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Prime Minister Trudeau Faces Hecklers at London Town Hall

This article is written by a student writer from the Her Campus at Western chapter.

Prime Minister Justin Trudeau withstood several hecklers while hosting the third town hall of his cross-country tour in London, Ontario on Thursday night.

The Prime Minister was scheduled to discuss Canadian jobs and the economy with students and the London community at Western University and took several questions before the first interruption.

While responding to a question from a young boy in the audience who asked Trudeau how he deals with “haters,” a woman in the crowd stood and began to shout at the Prime Minister about free speech, the M-103 motion which condemns Islamophobia in Canada and the suffragette movement.

          CBC News

“You are taking time away from the people who have questions, who are willing to listen, and you are not,” said Trudeau in response to the woman’s shouting. The woman briefly took her seat, but chose to leave the building soon after, escorted by a security team.

The second outburst occured from a man in the audience who also stood and began shouting at Trudeau. The man appeared to be flustered about issues regarding the Supreme Court, but eventually returned to his seat.

The same man later stood again and proceeded to throw papers across the room while shouting. Police escorted the man out of the building while he continued to shout and resist.

Trudeau invited the heckler to stay if he was willing to stop shouting and disturbing the audience.

While being escorted out of the building the heckler responded, “You are disturbing me!”

Although there were several outbursts of shouting by hecklers in the audience, there were also some silent demonstrations carried out during the town hall.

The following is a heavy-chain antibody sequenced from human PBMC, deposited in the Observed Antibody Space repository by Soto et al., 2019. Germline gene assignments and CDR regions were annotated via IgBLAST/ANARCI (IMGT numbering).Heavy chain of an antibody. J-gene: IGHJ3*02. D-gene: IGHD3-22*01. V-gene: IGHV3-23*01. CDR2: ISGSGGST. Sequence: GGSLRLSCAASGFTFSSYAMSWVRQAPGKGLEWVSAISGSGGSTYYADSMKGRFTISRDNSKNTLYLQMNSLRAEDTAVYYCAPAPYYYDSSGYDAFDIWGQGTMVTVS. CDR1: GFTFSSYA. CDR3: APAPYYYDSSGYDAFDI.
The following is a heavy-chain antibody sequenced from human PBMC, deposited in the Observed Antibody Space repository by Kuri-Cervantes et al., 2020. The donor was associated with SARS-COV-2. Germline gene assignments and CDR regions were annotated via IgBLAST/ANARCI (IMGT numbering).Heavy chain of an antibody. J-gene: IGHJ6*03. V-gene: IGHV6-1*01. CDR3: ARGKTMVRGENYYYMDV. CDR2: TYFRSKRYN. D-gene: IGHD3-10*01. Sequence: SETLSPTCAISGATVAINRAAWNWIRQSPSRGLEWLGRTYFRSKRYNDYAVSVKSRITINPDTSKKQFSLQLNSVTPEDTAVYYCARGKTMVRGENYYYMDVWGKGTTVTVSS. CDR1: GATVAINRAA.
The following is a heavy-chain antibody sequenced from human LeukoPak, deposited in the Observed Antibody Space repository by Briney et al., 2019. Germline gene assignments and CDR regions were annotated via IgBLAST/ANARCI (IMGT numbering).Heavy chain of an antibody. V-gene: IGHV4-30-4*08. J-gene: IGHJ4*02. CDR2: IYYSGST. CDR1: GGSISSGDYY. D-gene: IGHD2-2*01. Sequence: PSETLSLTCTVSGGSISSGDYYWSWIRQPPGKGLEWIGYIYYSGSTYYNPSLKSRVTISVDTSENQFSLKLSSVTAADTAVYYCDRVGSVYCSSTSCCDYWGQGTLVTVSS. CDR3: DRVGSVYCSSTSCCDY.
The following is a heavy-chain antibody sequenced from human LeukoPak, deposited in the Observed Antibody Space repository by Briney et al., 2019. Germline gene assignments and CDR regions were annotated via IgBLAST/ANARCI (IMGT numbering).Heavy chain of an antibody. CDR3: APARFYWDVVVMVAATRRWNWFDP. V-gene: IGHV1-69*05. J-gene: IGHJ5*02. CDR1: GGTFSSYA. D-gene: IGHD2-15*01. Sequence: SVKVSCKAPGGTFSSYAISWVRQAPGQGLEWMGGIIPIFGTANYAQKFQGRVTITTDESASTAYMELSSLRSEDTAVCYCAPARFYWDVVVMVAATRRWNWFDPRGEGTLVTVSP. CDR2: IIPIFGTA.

Each time the Prime Minister was faced with a question regarding indigenous issues, Chief Myeengun Henry of the Chippewas of the Thames First Nation and Chief Randall Phillips of the Oneida Nation of the Thames stood in the front row before Trudeau in united silence.

          CBC News

The Prime Minister later called on Chief Phillips for a question. The Chief took the opportunity to express his respect for the Prime Minister and explain why they chose to stand while indigenous issues were being discussed.

“I wanted you to remember that you’re speaking about us and to keep that in mind,” said Chief Phillips.

Although the event was met with some controversial outbursts from hecklers, many students and locals in the London community were able to ask the Prime Minister various questions regarding technology, women in the workforce, renewable energy and indigenous issues.

Did you attend the Town Hall at Western University? Let us know what you though in the comments section below.

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Rachael, Her Campus Western’s 2017-2018 News Editor, is a senior at Western University studying Media, Information, and Technolculture, and Professional Communication. She is an aspiring journalist with a passion for news and controversial issues. On most days, you can find her fuelling her coffee addiction at various cafés, exploring fashion blogs, and day-dreaming about her next travel destinations. Follow Rachael on Instagram: raeejones
This is the contributor account for Her Campus Western.